Spring Time Wacky Riggin’

Spring Wacky Rig

You either love it, or you hate it because the fish can be cooperating and easy to catch one day, and then the next you swear that there is no fish in the lake because the sun is setting and you have yet to feel your first bite. However, one thing is for sure; during the spring time of the year, there is one bait that is very hard to beat for fish cruising the shallows or positioned around docks and overhanging cover, and that is a stick bait or “senko”, or some variation of it such as a finesse worm or flick shake worm.

There are a few different options when it comes to rigging these baits, and two of the more common options are the Texas Rig and the Wacky Rig. While both are extremely effective, I find myself reaching for a wacky rig more often in the spring time, and there are a few reasons for it. The first has to do with the behavioural patterns of the fish around the spawn period. As the fish move through the various stages of the spawn from the pre-spawn to post-spawn and before they settle into their summer patterns, they become easily spooked and sometimes more difficult to entice to bite. During this time, it is critical to keep your bait in the strike-zone–the area in the water column where the fish are triggered to feed; for as long as you can. The slow, subtle fall of a wacky rig accompanied by the slight wobble of the worm is very effective for triggering fish to bite. During this time of year the bass are looking for an easy meal, which they can attain without exerting too much energy. The wacky rig does a great job imitating a wounded or dying bait fish species or shad (for those of us fishing south of the border), with its slow fall and shimmy.

When the strike zone changes to a very specific area or spot, such as during the spawn, it is very easy to create enough movement in the bait to trigger fish, without moving it very far. This can be done by simply making slight twitches of the rod, or flicking the line.

Moreover, a lot of times around the stages of the spawn, bass like to sneak into tight places, out of the elements such as under a set of docks, with an overhanging tree at the front of the dock and a “No Fishing” sign hanging from a branch just an inch above the water. Typically this is a very difficult to reach spot with a typical cast. Now, while this example is very exaggerated, the point is that the fish can sometimes be tough to reach, which is where a stick bait shines! Because of its weight, and the slender profile of the bait, it is  much easier to execute a perfect skip cast into places where you didn’t think your bait could go.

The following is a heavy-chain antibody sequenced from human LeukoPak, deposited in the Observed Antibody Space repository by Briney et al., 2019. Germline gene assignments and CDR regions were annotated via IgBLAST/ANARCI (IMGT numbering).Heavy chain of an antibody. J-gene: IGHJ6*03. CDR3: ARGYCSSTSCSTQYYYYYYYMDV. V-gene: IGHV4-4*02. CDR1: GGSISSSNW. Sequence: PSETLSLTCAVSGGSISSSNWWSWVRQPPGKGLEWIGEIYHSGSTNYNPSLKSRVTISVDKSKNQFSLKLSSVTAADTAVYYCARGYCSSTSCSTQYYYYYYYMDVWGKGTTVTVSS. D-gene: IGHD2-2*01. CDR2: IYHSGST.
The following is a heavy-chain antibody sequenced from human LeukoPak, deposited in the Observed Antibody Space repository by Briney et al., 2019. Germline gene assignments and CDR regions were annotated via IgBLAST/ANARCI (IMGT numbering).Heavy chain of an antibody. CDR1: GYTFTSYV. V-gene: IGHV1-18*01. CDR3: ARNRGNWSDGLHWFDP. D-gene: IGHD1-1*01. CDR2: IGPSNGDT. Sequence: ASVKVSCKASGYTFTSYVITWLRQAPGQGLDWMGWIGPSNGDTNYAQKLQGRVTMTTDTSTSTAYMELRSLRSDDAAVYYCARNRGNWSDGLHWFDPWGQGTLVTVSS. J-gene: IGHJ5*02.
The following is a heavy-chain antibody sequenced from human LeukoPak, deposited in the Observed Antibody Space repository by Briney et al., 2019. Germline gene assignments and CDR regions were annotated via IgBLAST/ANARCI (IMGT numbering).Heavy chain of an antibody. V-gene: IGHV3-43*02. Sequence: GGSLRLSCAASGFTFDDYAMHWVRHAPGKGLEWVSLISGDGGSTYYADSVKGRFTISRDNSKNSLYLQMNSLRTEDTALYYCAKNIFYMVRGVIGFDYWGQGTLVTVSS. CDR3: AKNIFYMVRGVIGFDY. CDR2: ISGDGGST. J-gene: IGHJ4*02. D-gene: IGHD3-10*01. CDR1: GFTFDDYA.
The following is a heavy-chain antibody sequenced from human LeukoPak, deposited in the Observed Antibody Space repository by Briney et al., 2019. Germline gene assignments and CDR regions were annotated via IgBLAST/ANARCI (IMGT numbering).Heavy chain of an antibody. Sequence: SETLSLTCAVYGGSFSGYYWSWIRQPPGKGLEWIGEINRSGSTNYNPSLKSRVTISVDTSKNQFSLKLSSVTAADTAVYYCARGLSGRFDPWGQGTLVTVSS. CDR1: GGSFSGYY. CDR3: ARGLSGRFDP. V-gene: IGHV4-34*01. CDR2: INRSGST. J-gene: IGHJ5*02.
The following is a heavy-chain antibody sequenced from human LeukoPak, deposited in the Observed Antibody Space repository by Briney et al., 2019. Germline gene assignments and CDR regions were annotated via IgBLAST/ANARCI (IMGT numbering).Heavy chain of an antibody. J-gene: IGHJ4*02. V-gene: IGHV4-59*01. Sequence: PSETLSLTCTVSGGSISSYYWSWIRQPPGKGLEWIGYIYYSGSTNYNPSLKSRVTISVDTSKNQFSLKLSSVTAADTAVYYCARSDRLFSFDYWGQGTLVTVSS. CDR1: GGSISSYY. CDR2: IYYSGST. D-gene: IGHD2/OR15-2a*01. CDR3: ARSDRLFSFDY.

Just like with about any technique that us bass fishermen utilize, it is very important to have the right rod, reel, and line setup. When fishing a wacky rig for cruising fish in open water, I prefer a longer rod. I like something with a medium action and over seven feet in length. I have really become a fan of the Zodias series of rods by Shimano. Apart from the sensitivity and crisp, lightweight feel of the rod, something that really impressed me was the versatility of the various models in the Zodias lineup. For this particular scenario, my rod of choice is the 7’M Shimano Zodias, however, this is also the rod that I use for fishing tubes on the Great Lakes. With this, I have paired a Shimano Stradic 2500 FK reel, spooled with 10lb Power Pro braided main line with a 10 pound Bass Pro Shops 100% Fluorocarbon leader. The thin diameter braid allows me to cast my bait farther away from the boat than traditional monofilament or fluorocarbon lines, which is the key for triggering sluggish and weary fish. If they see you first, chances are they are not going to bite.

Moreover, when targeting fish pushed up in and under cover, I prefer a medium action rod when the cover is sparse, and a medium-heavy action for thicker cover. However, because when these fish get situated around cover such as lay down’s or docks your casting room can be limited, I prefer a shorter 6’6 Shimano Crucial rod. Similarly to the Zodias line, I am very impressed with the feel of the re-designed Crucial rods, featuring a new blank construction these rods are tough! The Shimano Crucial rods are offered in a few more models than the Zodias, making it very easy to find a rod for any specific situation. Due to the heavier cover, I like to step my line up to a 15 or 20 pound Power Pro Braided main line, with a 12 pound Bass Pro Shops XPS 100% Fluorocarbon leader.

When it comes to bait selection, I like to keep it simple. I use two variations of baits, those being a traditional stick worm such as the Bass Pro Shops Stik-O, and Jackall Flick Shake. Because these baits are so soft, it is common for them to tear easily, making it easy for the fish to throw them. To prevent losing as many baits, I like to use KJ Tackle’s Wacky RIG’R Fishing Tool. The o-ring helps the bait ride up the line and away from the fish, once hooked. I use a regular sized o-ring for senko style baits, and the new finesse o-ring for the Jackall Flickshake.

Try this technique out the next time you’re on the water, and let me know how you do!


About Patrick Zajdel

A 20 year old Collegiate Tournament Angler and Promoter from Burlington Ontario, Canada, currently attending the Goodman School of Business at Brock University. Patrick competes as a Pro in various events affiliated with BASS and FLW across Canada and the US.

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